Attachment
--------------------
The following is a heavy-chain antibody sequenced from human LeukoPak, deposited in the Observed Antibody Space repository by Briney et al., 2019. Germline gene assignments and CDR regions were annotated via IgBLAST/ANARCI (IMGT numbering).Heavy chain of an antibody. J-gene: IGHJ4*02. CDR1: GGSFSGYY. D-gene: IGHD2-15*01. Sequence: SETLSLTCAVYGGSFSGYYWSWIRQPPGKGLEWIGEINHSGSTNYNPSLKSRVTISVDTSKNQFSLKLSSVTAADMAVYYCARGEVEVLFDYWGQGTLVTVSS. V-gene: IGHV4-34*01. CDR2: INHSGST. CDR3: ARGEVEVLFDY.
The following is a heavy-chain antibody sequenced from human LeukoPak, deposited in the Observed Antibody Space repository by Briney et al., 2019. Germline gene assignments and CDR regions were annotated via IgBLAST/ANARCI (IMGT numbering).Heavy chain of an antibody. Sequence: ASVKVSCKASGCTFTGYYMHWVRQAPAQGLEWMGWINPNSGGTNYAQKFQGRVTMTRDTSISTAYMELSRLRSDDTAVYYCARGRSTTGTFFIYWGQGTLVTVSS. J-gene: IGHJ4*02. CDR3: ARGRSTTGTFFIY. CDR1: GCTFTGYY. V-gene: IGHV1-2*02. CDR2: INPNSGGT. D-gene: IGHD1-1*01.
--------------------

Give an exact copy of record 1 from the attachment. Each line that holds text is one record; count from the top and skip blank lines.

The following is a heavy-chain antibody sequenced from human LeukoPak, deposited in the Observed Antibody Space repository by Briney et al., 2019. Germline gene assignments and CDR regions were annotated via IgBLAST/ANARCI (IMGT numbering).Heavy chain of an antibody. J-gene: IGHJ4*02. CDR1: GGSFSGYY. D-gene: IGHD2-15*01. Sequence: SETLSLTCAVYGGSFSGYYWSWIRQPPGKGLEWIGEINHSGSTNYNPSLKSRVTISVDTSKNQFSLKLSSVTAADMAVYYCARGEVEVLFDYWGQGTLVTVSS. V-gene: IGHV4-34*01. CDR2: INHSGST. CDR3: ARGEVEVLFDY.